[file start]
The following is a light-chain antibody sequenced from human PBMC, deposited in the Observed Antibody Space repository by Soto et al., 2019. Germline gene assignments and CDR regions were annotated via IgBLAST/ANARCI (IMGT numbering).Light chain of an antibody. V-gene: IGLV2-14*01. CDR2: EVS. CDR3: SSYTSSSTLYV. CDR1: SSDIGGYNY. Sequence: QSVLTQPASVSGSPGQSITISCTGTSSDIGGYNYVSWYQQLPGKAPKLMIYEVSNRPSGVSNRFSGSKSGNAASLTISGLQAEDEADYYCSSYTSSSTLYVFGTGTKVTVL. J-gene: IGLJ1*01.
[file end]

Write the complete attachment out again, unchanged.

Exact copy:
The following is a light-chain antibody sequenced from human PBMC, deposited in the Observed Antibody Space repository by Soto et al., 2019. Germline gene assignments and CDR regions were annotated via IgBLAST/ANARCI (IMGT numbering).Light chain of an antibody. V-gene: IGLV2-14*01. CDR2: EVS. CDR3: SSYTSSSTLYV. CDR1: SSDIGGYNY. Sequence: QSVLTQPASVSGSPGQSITISCTGTSSDIGGYNYVSWYQQLPGKAPKLMIYEVSNRPSGVSNRFSGSKSGNAASLTISGLQAEDEADYYCSSYTSSSTLYVFGTGTKVTVL. J-gene: IGLJ1*01.